While it is about the game and the D&D characters, the main focus is on relationships, both in and out of the game. The playwright also goes to great pains to emphasize that these characters are not supposed to be played up as caricatures or stereotypes of the basement-dwelling gamer geek. The characters are real people, dealing with issues such as loss, love, growing up and moving on. At its heart, this is a universal story of a group of young adults whose social circle just happens to be a D&D gaming group.

I'd love to see more local theatre troupes pick this one up.

The Iron Duke

The Iron Duke - Meljean Brook I loved the world-building, the supporting characters, and the heroine, Mina. This would have been a four-star from me if the hero, Rhys, the titular Iron Duke, wasn't so unlikable in such a big, stalkery way. I hated him so much I wanted to reach into the book and punch him.

Seriously, though... later in the book it's implied that he apparently had been sold into sexual slavery as child, but knowing that... while I'm sure that messed up him and his views about sex, it does not excuse him for being, pardon my language, a rapey asshole to Mina previously. I feel like he should have been more aware of what he was doing to Mina because of his own experiences.

Anyway, I hear the other books in the series feature less jerks, so I will probably give the author another shot.

The Well of Ascension

The Well of Ascension - Brandon Sanderson, Michael Kramer We've been listening to this in the car. Not as good as the first one, IMO, but still very enjoyable. The siege plot felt like a lot of stalling so the author could cram in all the build-up for Vin's story. I admit, I thought the random word changes in the research were bad editing at first and got me grumpy. Never more happy to be proven wrong.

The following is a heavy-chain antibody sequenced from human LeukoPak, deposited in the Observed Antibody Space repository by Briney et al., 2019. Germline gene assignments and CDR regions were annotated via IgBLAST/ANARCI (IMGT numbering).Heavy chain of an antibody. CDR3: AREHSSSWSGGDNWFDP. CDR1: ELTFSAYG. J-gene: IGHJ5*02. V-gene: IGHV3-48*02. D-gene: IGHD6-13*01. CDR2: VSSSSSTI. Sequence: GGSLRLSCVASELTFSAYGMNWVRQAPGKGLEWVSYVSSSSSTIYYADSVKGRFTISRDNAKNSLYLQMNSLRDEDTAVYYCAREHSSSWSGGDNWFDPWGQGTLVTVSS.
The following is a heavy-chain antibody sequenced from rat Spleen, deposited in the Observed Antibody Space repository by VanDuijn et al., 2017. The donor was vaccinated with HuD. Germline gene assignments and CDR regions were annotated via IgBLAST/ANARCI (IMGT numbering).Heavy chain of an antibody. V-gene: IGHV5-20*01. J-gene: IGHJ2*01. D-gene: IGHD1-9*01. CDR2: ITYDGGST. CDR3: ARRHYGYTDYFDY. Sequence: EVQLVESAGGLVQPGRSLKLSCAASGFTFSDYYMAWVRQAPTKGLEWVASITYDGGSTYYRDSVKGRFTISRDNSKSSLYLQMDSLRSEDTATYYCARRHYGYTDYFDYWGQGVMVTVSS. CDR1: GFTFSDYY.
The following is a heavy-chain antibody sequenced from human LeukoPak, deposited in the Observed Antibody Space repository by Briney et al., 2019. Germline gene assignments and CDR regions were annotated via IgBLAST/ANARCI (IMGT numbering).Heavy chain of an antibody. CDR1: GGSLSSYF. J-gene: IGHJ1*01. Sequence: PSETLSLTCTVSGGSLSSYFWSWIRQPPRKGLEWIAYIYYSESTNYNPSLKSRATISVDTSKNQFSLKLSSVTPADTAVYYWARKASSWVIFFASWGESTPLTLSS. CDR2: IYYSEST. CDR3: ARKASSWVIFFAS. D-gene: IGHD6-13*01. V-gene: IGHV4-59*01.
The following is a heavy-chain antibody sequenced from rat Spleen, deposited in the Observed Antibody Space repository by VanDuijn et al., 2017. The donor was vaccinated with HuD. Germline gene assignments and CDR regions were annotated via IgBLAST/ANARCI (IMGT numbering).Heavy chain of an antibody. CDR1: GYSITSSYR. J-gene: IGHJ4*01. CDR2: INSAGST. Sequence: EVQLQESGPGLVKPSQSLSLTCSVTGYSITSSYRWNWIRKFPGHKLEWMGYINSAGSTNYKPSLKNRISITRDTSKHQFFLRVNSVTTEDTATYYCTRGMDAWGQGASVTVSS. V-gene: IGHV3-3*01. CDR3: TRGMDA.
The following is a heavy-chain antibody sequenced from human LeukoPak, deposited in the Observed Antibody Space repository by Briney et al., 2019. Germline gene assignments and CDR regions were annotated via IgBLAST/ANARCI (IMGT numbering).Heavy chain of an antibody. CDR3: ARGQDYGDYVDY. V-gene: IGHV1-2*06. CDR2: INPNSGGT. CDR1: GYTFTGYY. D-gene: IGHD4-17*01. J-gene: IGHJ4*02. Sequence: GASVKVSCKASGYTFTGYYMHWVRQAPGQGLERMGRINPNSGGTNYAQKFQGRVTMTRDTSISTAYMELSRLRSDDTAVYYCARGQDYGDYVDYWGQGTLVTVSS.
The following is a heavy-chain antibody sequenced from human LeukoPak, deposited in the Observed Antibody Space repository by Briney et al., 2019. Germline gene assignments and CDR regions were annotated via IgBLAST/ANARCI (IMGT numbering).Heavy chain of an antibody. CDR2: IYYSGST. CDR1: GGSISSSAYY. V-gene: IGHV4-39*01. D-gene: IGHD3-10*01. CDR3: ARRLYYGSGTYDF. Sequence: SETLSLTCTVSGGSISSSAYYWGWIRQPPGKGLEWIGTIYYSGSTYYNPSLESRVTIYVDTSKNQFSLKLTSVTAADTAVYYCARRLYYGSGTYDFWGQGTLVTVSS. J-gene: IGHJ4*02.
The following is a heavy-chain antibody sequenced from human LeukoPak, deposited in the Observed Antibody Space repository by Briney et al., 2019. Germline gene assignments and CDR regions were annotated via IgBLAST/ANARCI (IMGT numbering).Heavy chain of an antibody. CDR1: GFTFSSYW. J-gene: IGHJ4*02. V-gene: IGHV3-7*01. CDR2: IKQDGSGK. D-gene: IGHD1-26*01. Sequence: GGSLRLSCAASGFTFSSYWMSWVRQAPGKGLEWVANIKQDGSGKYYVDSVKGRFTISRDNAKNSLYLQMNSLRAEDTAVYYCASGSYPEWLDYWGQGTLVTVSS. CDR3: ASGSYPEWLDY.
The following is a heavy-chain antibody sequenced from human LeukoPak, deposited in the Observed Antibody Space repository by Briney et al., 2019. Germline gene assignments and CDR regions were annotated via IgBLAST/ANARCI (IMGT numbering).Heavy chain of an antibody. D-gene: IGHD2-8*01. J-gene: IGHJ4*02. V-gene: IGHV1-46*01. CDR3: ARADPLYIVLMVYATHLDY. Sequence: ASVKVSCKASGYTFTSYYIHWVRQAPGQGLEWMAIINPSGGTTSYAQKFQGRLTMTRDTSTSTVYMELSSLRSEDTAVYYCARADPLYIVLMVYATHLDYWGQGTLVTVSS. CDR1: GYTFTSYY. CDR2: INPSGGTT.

Also, WTF Marsh. I love you! Stop doing bad things. :(


Angelfall - Susan Ee This book was at it's best when the author was spinning out her angel mythology. One of the things she did absolutely right was the world-building. She doesn't over explain; she just drops the reader into the middle of the world and leaves you to catch up. It's a great effect which makes the world feel more real. There's still some exposition of course, but it neatly dodges most of the giant blocks of exposition monologue you often see in first-person fantasy fiction.

That said, heroine Penryn is a little too good to be true at times, and has lots of convenient skills right when she needs them. Her mother pops in and out of the story when it's convenient also. The weakest parts of the book for me were the 'tender moments', trying to setup for Penryn's inevitable romance with Raffe. It felt more like a teenage girl crushing on a much older man who isn't interested, and she is reading too much into his gestures.